Are you looking into CSS terminology for a career in web development? CSS skills will help you style HTML web pages and documents. You can learn CSS to make websites that are fast, consistent, and easy to maintain.
There are a plethora of opportunities in web design and web development, whether you want to work as a web developer in Silicon Valley, find a remote job in web design, or even freelance your skills. For any of these, you’ll need to know CSS terminology to succeed. In this article, you’ll find a glossary of CSS terminology and what you need to know if you want a career as a web designer.
What Is CSS?
CSS stands for Cascading Style Sheets, a programming language that’s widely used in adding style to HTML web pages in the digital space. It was developed by the World Wide Web Consortium and can be used by any XML markup language. Also, due to the simple language and syntax, it’s easily understood in the human language.
Web designers and site builders use CSS to define and customize the appearance of HTML elements. CSS helps enhance the rendering of elements and their visual appeal on the screen in websites and apps. It allows implementing various styles like inline styles and adding animations with keyframes.
Who Uses CSS Terminology?
Web designers, web developers, front end developers, and application developers use CSS terminology to apply CSS concepts and syntax to web page code. They use web development tools like Bootstrap, a widely used CSS framework, to create aesthetically-appealing web pages. Some developers also use apps like Mimi, Programming Hero, and CodeHub to code and enhance the look of web pages with CSS.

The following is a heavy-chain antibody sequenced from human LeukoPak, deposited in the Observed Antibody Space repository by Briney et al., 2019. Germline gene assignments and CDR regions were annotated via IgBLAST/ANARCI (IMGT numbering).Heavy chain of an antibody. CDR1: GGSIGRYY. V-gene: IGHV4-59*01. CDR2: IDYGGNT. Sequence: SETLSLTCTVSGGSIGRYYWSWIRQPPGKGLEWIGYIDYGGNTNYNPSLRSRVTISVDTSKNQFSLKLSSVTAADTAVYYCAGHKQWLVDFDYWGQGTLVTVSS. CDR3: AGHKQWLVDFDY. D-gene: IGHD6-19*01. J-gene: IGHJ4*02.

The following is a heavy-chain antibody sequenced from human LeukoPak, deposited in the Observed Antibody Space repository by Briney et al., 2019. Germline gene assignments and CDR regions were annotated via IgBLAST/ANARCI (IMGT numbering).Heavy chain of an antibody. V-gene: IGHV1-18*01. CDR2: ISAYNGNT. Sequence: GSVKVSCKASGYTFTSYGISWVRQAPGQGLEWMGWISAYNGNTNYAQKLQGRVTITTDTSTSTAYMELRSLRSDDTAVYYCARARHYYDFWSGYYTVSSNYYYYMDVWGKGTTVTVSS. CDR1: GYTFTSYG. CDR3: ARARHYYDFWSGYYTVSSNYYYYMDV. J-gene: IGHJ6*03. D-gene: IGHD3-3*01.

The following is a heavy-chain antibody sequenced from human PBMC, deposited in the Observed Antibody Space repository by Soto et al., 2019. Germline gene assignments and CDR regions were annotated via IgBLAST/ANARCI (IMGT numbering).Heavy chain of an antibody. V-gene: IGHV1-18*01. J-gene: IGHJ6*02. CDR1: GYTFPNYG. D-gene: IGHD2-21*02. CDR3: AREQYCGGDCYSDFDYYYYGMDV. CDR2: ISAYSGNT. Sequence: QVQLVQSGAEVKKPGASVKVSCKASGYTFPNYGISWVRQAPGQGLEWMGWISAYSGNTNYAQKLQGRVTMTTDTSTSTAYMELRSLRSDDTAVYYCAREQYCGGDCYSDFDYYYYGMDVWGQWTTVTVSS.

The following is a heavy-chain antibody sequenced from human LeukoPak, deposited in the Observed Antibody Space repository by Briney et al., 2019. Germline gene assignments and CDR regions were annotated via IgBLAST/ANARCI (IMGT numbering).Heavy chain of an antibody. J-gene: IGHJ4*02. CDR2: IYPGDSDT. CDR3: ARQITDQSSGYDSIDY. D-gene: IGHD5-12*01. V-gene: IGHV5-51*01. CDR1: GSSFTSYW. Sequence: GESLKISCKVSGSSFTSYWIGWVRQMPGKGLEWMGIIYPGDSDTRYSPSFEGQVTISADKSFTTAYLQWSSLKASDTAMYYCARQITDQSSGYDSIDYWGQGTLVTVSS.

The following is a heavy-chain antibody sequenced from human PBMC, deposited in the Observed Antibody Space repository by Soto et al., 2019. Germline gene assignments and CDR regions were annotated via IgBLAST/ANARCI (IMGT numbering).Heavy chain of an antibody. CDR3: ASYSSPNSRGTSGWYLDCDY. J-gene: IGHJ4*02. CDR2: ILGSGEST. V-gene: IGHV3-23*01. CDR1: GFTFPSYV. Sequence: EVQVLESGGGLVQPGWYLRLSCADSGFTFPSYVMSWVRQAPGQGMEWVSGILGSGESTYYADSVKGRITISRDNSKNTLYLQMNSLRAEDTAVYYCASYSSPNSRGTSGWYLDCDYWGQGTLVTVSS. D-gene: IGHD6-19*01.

List of CSS Terms: Things Every CSS Should Know
- Aspect ratio
- Box model
- Child selectors
- Declaration block
- Grid layout
- Padding values
- Paragraph element
- Rem units
- Right-floating element
- Unit identifier
- Whitespace characters
Glossary of CSS Terminology: 5 Common CSS Terms
Whether you’re transitioning to a career in tech or looking for an entry-level job in web design, you’ll definitely need a sound knowledge of CSS and HTML. Learning CSS can be fun and exciting. However, before you dive into an online CCS course, you can benefit from understanding the common CSS terminology first.
A CSS box model defines how elements should appear on a web page. By design, CSS is a simple, box-oriented formatting model consisting of margin, border, padding, and content. All content and elements are presented within these boxes.
Why Web Designers Need to Know About The Box Model
Web designers need to know about the box model because it builds the foundations of displaying content on CSS web pages. With the box model, they can set the structure and dimensions of a CSS layout by defining box properties like width and height. There are also block boxes and inline boxes for organizing and positioning content.
As part of the CSS syntax, declaration blocks pair up a CSS property and value to clearly set CSS styles on a web page. For example, for a background-color property, the color you assign to it is the value. You pair them using a CSS declaration block syntax, with a colon between them and a semi-colon after the value. Declaration groups have a curly brace at the start and a closing brace at the end.
Why Web Designers Need to Know About Declaration Block
Web designers need to know about declaration blocks because they are fundamental in shaping a website’s look and layout. They define CSS properties and apply CSS rules to style web page elements. Using declaration blocks, web designers can set properties to change font color, text background color, grid lines, alignments, line height, and more.